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Council cobbles list of priorities

By Staff
New police station and public restrooms are at top of the list
By MIKE VOSS
Contributing Editor
GOOSE CREEK STATE PARK — Washington’s City Council has identified four top objectives it wants to accomplish or at least begin working on in the next two years.
Those objectives are attracting and supporting appropriate downtown development, building a new police station, developing a plan to guide development along the U.S. Highway 17 Business corridor and building restroom and boater facilities near the waterfront to replace temporary facilities that have been there for five years. During its annual planning session, held Wednesday at Goose Creek State Park, the council identified other objectives for it to accomplish.
A goal of the planning session was for the council to set priorities to provide guidance to city staff members in addressing those priorities as they prepare their parts of the city’s next budget. Another goal of the planning session was to provide the council guidance about its work agenda for the coming fiscal year.
Council members agreed a new police station is needed. They indicated planning for a new station should begin as soon as possible, with the possibility a new station being built within five years.
Police Chief Mick Reed told the council the existing station, which opened in 1975, is not adequate to meet current standards concerning police stations. The existing station has 6,900 square feet of space. A study conducted five years ago concluded a new station would need a minimum of 19,500 square feet. Reed also said some requirements for police stations have changed since that study was conducted.
City Manager James C. Smith recommended a needs analysis for a new police station be conducted as the “next step” in addressing the issue.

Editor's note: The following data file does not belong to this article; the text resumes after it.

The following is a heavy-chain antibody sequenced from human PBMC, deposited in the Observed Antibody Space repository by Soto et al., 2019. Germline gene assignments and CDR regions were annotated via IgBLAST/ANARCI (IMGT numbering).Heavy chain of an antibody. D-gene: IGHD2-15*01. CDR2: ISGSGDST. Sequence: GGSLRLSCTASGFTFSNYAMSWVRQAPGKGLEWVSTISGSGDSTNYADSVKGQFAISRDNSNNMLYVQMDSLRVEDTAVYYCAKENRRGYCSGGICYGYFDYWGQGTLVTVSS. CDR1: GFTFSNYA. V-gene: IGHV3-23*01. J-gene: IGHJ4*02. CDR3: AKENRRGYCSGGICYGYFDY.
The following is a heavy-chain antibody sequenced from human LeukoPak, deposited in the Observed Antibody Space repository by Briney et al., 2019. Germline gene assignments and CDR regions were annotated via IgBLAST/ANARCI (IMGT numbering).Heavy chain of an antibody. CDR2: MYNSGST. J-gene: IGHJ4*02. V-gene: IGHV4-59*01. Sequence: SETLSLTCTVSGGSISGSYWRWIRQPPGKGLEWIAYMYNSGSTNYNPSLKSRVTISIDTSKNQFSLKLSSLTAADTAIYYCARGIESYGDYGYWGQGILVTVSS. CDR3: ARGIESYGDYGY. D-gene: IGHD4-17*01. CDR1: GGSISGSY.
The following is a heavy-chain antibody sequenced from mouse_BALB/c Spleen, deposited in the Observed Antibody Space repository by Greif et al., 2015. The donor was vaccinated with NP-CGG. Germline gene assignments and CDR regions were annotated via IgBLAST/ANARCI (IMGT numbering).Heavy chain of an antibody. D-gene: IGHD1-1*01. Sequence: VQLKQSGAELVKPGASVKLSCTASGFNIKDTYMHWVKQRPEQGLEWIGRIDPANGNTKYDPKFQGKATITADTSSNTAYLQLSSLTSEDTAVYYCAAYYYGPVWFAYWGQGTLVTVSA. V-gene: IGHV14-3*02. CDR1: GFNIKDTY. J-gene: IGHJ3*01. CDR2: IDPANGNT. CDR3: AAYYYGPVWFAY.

Council members also indicated it’s time for the city to replace the temporary restrooms at the west end of Stewart Parkway. Those facilities have been at the location for five years. Some of the restrooms are open to the public. Other restrooms and showers are open only to boaters who are using city docks.
Councilman Archie Jennings said the only question left for the city to answer is where the permanent restrooms should go.
The council learned the representatives from the city’s planning and parks-and-recreation departments, downtown merchants’ group and Downtown Washington on the Waterfront have been working to identify possible sites for the permanent restrooms. Councilman Gil Davis was assigned to oversee the restroom project.
The council wants a plan for the U.S. Highway 17 Business corridor (the existing U.S. 17 through the heart of the city) to address existing and future land uses in that corridor, which runs from the Lowe’s home-improvement store to an area near the former Park Boat Co. site between the city and Chocowinity. The council wants those land uses to be compatible. It also wants design standards for any future development that may occur in that corridor.
Council members want to protect the corridor from deteriorating aesthetically and being inappropriately developed.
During discussion about downtown development, council members talked about forming a hotel task force. Council members said that task force should determine if it’s economically feasible to have a hotel in the downtown district and where in that district a hotel should be located.
The council named Jennings to oversee the downtown hotel issue.
Jennings said he wanted people to realize the city has supported four efforts in recent years to bring a downtown hotel to Washington. Jennings, who opposed at least one of those efforts, said the city’s support of those efforts shows it is not opposed to development.
Council members said that when it comes to appropriate development in the city’s central business district, the city must remove obstacles that prevent such development from happening and provide incentives that encourage appropriate development. At the same time, council members said, the city must protect its historic structures and heritage from inappropriate development.
For more coverage of the council’s planning session, see future editions of the Daily News.